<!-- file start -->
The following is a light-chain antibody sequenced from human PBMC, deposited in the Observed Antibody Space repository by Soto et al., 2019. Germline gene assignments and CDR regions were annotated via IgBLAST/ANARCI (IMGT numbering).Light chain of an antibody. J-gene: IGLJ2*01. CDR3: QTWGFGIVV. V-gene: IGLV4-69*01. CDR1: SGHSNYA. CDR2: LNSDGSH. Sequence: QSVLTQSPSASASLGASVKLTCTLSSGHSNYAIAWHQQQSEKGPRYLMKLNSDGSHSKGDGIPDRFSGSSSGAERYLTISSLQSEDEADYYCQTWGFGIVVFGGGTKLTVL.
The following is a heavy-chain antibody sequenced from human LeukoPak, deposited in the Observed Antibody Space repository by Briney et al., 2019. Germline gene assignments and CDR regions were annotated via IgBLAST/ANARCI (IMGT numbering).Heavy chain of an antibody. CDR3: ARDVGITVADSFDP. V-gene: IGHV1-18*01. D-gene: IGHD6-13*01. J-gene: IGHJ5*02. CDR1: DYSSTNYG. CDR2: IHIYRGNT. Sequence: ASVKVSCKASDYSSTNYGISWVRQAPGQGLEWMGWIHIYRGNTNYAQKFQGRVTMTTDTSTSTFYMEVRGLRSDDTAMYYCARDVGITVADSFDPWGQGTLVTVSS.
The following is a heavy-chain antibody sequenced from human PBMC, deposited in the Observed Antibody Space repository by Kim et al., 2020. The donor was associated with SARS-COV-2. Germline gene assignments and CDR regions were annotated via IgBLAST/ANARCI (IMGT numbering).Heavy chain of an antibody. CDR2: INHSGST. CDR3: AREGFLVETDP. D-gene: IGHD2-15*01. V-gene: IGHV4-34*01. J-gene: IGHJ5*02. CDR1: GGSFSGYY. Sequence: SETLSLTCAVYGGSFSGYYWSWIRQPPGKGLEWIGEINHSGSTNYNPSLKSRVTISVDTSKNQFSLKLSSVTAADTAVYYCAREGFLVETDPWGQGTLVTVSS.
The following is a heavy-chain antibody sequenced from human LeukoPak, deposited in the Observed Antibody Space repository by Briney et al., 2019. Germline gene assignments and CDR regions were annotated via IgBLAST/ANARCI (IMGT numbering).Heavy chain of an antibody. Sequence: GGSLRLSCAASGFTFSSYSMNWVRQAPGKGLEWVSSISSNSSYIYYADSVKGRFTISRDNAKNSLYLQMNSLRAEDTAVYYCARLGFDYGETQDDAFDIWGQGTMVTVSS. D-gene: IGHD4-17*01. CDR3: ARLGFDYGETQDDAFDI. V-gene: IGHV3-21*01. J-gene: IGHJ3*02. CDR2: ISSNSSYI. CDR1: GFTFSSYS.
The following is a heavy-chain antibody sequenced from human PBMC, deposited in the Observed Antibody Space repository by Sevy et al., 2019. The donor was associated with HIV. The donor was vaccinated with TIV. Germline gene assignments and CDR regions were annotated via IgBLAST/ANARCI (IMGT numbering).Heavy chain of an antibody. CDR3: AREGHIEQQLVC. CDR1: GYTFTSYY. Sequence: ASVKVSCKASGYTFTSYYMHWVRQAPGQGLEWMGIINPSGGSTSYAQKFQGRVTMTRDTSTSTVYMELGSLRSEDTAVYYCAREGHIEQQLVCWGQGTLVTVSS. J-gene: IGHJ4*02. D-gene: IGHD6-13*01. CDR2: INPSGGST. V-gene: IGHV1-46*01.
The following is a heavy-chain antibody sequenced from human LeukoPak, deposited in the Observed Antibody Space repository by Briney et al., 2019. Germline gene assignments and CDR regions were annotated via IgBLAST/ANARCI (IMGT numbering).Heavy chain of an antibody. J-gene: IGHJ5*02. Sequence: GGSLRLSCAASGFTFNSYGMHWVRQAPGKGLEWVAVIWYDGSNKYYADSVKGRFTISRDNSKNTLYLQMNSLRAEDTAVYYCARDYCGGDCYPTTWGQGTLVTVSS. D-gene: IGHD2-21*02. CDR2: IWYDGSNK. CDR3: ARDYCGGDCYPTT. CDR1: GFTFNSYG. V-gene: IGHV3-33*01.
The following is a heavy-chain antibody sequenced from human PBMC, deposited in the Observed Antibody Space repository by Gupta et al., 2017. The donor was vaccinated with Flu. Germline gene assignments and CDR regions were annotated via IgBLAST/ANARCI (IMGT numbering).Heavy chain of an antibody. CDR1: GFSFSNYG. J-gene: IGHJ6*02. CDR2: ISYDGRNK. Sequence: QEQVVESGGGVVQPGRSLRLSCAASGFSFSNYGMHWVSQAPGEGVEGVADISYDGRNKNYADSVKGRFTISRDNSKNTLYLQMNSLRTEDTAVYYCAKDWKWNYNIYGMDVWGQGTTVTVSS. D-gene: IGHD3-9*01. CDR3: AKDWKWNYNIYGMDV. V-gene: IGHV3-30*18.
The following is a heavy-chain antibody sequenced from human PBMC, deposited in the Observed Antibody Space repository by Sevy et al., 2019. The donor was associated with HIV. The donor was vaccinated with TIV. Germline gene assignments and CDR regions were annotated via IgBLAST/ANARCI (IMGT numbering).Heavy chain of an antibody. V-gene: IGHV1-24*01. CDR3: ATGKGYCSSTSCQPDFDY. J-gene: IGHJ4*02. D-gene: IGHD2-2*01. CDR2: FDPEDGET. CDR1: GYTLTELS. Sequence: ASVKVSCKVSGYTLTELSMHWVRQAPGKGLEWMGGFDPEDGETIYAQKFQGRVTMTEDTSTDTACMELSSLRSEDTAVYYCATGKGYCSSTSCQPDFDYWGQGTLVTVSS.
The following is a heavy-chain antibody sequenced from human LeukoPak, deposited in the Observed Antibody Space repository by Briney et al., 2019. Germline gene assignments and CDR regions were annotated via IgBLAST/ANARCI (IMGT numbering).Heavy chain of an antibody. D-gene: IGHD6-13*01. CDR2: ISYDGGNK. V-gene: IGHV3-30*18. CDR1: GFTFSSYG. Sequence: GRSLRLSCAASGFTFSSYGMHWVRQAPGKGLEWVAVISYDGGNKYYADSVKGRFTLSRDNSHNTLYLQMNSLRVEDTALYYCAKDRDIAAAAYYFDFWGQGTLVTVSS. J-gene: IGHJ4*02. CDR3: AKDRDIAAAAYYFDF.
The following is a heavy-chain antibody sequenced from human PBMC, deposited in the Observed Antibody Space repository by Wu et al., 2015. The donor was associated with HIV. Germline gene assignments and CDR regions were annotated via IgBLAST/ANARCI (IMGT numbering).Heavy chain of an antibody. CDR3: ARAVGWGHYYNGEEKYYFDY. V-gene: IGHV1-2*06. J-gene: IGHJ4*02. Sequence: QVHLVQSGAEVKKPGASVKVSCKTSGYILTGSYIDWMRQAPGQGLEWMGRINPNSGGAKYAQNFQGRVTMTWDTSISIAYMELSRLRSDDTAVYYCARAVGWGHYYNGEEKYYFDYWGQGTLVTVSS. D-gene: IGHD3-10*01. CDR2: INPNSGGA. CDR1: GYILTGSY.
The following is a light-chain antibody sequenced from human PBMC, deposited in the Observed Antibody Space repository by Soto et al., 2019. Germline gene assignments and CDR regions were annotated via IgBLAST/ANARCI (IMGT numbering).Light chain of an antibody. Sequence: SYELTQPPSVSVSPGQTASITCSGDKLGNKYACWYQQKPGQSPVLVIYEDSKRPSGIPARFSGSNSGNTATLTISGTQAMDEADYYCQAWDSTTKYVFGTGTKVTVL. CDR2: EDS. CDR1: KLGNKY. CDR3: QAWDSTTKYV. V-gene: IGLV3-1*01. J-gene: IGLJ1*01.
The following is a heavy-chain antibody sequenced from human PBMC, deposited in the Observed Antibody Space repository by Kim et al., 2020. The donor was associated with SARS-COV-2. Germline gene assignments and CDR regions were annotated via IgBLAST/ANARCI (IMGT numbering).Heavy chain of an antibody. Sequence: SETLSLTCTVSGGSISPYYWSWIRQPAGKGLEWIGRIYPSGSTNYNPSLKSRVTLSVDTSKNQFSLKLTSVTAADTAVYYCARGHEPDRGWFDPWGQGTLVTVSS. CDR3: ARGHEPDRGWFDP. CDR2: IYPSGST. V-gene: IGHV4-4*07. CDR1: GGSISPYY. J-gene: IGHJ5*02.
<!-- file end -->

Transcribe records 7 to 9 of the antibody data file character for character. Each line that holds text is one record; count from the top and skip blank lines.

The following is a heavy-chain antibody sequenced from human PBMC, deposited in the Observed Antibody Space repository by Gupta et al., 2017. The donor was vaccinated with Flu. Germline gene assignments and CDR regions were annotated via IgBLAST/ANARCI (IMGT numbering).Heavy chain of an antibody. CDR1: GFSFSNYG. J-gene: IGHJ6*02. CDR2: ISYDGRNK. Sequence: QEQVVESGGGVVQPGRSLRLSCAASGFSFSNYGMHWVSQAPGEGVEGVADISYDGRNKNYADSVKGRFTISRDNSKNTLYLQMNSLRTEDTAVYYCAKDWKWNYNIYGMDVWGQGTTVTVSS. D-gene: IGHD3-9*01. CDR3: AKDWKWNYNIYGMDV. V-gene: IGHV3-30*18.
The following is a heavy-chain antibody sequenced from human PBMC, deposited in the Observed Antibody Space repository by Sevy et al., 2019. The donor was associated with HIV. The donor was vaccinated with TIV. Germline gene assignments and CDR regions were annotated via IgBLAST/ANARCI (IMGT numbering).Heavy chain of an antibody. V-gene: IGHV1-24*01. CDR3: ATGKGYCSSTSCQPDFDY. J-gene: IGHJ4*02. D-gene: IGHD2-2*01. CDR2: FDPEDGET. CDR1: GYTLTELS. Sequence: ASVKVSCKVSGYTLTELSMHWVRQAPGKGLEWMGGFDPEDGETIYAQKFQGRVTMTEDTSTDTACMELSSLRSEDTAVYYCATGKGYCSSTSCQPDFDYWGQGTLVTVSS.
The following is a heavy-chain antibody sequenced from human LeukoPak, deposited in the Observed Antibody Space repository by Briney et al., 2019. Germline gene assignments and CDR regions were annotated via IgBLAST/ANARCI (IMGT numbering).Heavy chain of an antibody. D-gene: IGHD6-13*01. CDR2: ISYDGGNK. V-gene: IGHV3-30*18. CDR1: GFTFSSYG. Sequence: GRSLRLSCAASGFTFSSYGMHWVRQAPGKGLEWVAVISYDGGNKYYADSVKGRFTLSRDNSHNTLYLQMNSLRVEDTALYYCAKDRDIAAAAYYFDFWGQGTLVTVSS. J-gene: IGHJ4*02. CDR3: AKDRDIAAAAYYFDF.